Hailing from Cardiff in 1967 and taking their cue from Led Zeppelin and Cream, Budgie originally performed as ‘Hills Contemporary Grass’ and ‘Six Ton Budgie’ before shortening the name.
The trio’s big-riffing style first took shape on their 1971 self-titled album, recorded in just three days at Rockfield studio with Black Sabbath producer Rodger Bain using primitive eight-track technology.
Budgie developed a fanatical grassroots following through live work – which was crucial as the London-based music press wrote them off as mindless metal merchants from the principality.
Radio Luxembourg DJ Kid Jensen liked their debut album, though, and played it incessantly on his ‘Dimensions’ programme.
Squawk (1972) saw Budgie attempting to occupy more prog-inclined airspace, as best displayed on Hot As a Docker’s Armpit, a song indebted in part to Mars from Holst’s The Planets Suite.
The album featured the first sleeve illustration by Roger Dean, who developed the band’s budgie figure into something of a Planet Of The Apes-style hybrid.
The albums Never Turn Your Back On A Friend (1973) and In For The Kill (1974) were both created at Rockfield, as their predecessors had been. The band’s preoccupation with bizarre song titles continued, with You’re The Biggest Thing Since Powdered Milk and In The Grip Of A Tyrefitter’s Hand being just two examples.
In For The Kill would prove the band’s first and, shockingly, only UK Top 30 album, peaking at #29.
The title track proved a classic while the wordplay in songs like Crash Course In Brain Surgery marked Budgie out as hard rockers with a sense of self-mocking fun.
Following the departure of Ray Phillips in 1973, Budgie began to experience drummer problems.
With new drummer Steve Williams in place for Bandolier (1975), the band’s fortunes appeared to have finally stabilised – only for co-founding guitarist Tony Bourge to leave three years later.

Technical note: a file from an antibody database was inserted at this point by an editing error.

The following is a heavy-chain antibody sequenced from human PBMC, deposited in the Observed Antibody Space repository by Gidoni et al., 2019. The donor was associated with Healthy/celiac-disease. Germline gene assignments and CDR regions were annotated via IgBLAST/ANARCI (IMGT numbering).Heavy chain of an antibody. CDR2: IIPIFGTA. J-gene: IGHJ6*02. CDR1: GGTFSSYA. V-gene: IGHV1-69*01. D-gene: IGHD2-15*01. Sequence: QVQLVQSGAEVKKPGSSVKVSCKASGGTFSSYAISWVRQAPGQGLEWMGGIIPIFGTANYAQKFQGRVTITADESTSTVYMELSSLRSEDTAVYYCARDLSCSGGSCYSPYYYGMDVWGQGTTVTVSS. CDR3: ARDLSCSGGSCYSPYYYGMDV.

Bandolier became Budgie’s second UK chart album, stalling at #36.
Myf Isaac, who’d played with Steve Williams in early 70s band Quest, was brought in on second guitar and served from 1975 to 1978. After leaving Budgie, he’d become musical director for Welsh-language television channel S4C.
After a debut US tour in 1976, sharing stages with Sparks, Montrose and Captain Beyond, major changes were implemented. Not only did Budgie sign with A&M, but they also took the decision to concentrate on the American market, choosing neighbouring Canada as their base.
Their 1976 album If I Were Brittania [sic] I’d Waive The Rules saw Cardiff keyboardist Richard Dunn added to the studio ranks while the band produced with the help of Richard Manwaring, their live soundman, who would go on to oversee City Boy’s 5705 hit.
Impeckable (1978), recorded in Canada, was their first LP put together outside Wales, but Budgie’s relocation to Toronto didn’t work: marriages and relationships were falling apart and Tony Bourge felt 10 years was enough.
Shelley and Williams’ search for a replacement alighted on sometime Hawkwind man Huw Lloyd Langton and Rob Kendrick, once of Trapeze. Both were to be used in tandem, but Kendrick not only convinced the band to use him alone but also persuaded them to relocate to Texas.
Both decisions failed to pay off and, flying home on borrowed money, Budgie toured the UK in 1979 to pay back their debts before inviting Kendricks to sling his hook.
Salvation came in the unlikely shape of John Thomas, a genial Brummie who had been playing guitar in expatriate American George Hatcher’s band. He supported Budgie at their last gig with Kendrick and was immediately identified by Williams and Shelley as their new lead guitarist.
With their bankability fortuitously enhanced by the NWOBHM, Budgie opened for Ozzy Osbourne on his first two solo tours and headlined a night at the Reading festival in 1982. They also very nearly scored that elusive hit single when Keeping A Rendezvous peaked at #71 in October 1981
By 1988 the band were on an indefinite hiatus, finally reactivated in 1995 as Burke Shelley was broke.
Guitarist John Thomas suffered a stroke in 2000, and in 2010 Burke Shelley was diagnosed as having a six-centimetre aneurysm of the aorta that was leaking blood and could have burst at any time. A two-hour 40-minute operation saved his life and Budgie have been on ice ever since.